Election Day 2012 is drawing closer here in the United States and this month showcases the presidential debates. These debates are meant to display the two distinct views and policies of the candidates. Iraq did not come up during the domestic policy debate, but it did during the VP debate and could be raised again during the “Town Hall” style debate and the foreign policy debate.
Iraq has largely vanished from both the media and the campaign trail outside of the occasional soundbite from President Obama concerning the final withdrawal of forces in December of 2011. Nestled between Syria and Iran, Iraq is still of great importance to US policy and the global community. While much of the American media has turned to focus on the presidential race in the US, what has been happening in Iraq? A story coming out of Iraq is the ongoing political turmoil along ever increasing sectarian lines. This is a macro view of the ongoing fragile nature of Iraq’s democracy. Institutions remain weak and politicians seek to take advantage of both US troop withdrawals and sectarian spill over from Syria and other uprisings into the region. This political maneuvering could be seen as simply local politics leading up to the 2014 parliamentary elections. But, a report from the International Crisis Group in July saw something deeper and more concerning:
Every two years or so, the political class experiences a prolonged stalemate; just as regularly, it is overcome. So, one might think, it will be this time around. But look closer and the picture changes. The tug of war over Prime Minister Nouri al-Maliki’s second term suggests something far worse: that a badly conceived, deeply flawed political process has turned into a chronic crisis that could bring down the existing political structure.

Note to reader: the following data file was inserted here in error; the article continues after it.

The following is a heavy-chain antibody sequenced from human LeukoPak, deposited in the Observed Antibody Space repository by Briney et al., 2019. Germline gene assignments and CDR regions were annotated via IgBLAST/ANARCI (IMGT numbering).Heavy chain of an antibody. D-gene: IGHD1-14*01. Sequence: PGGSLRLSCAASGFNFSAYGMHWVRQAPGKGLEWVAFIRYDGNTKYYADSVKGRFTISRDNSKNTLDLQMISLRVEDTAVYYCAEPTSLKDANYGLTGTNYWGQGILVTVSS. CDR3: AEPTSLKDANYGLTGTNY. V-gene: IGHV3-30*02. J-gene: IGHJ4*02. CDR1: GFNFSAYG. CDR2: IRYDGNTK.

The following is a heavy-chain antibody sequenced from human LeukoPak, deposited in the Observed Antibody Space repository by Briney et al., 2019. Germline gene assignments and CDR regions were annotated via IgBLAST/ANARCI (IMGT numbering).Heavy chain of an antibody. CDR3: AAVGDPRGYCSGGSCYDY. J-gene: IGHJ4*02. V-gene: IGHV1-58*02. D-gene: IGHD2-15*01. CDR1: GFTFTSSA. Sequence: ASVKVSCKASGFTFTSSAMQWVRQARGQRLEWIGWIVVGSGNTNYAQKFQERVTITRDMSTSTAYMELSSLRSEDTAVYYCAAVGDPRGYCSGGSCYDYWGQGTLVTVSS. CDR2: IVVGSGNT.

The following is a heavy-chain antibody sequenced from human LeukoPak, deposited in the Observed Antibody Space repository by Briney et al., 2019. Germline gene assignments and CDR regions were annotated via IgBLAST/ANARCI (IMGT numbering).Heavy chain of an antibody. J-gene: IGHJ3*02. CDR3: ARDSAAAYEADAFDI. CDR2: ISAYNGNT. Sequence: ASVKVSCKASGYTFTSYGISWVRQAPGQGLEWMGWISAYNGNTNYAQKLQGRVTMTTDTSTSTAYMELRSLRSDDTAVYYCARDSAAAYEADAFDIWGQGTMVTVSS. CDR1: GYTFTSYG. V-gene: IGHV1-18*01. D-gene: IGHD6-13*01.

The most glaring example is the death sentence for Vice President Tariq al-Hashemi. A member of the mostly Sunni Al-Iraqiya bloc, Hashemi was sentenced in absentia for directing death squads. This renewed friction comes at a time of rising violence in the streets. There is some debate over the severity of the body count with Reuters citing September as the bloodiest month in two years, while others see it as remaining level using data from non-Iraqi ministry sources. Either way, Baghdad is a dangerous place to be.
America should keep its eyes on Iraq not just because of the legacy of war that remains, threatening the fragile democracy, but for the regional implications. With Iraqi oil output poised to go through a sizable upswing, it is important to pay attention to the players making a move. China will undoubtedly continue to make its way to the table as well as Russia, who is moving to replace Exxon in West Qurna. Russia is also moving in big with a nearly $5bn arms deal, something Russia believed would never happen after the U.S. removed Saddam.
The events surrounding Iraq, Iran’s nuclear program and the Syrian civil war, are obvious concerns to general US interests. The main UN Security Council opponents to action on both issues and Iran itself, whose planes believed to be shipping weapons to Syria are starting to be inspected after pressure from Washington, are making ever increasing inroads into Iraq. This makes Iraq a geopolitical focal point.
The candidates will debate next week about what matters most in foreign policy for America. One side may argue that the violence uptick since American troops withdrew shows that the exit was too from Iraq. The other is just glad to be out of the conflict. No matter which side of the issues you come down on, what matters is Iraq itself. It remains a principal player in the region. Our political battle in the US continues, but meanwhile in Iraq a real battle for the future of Iraqi democracy wages on.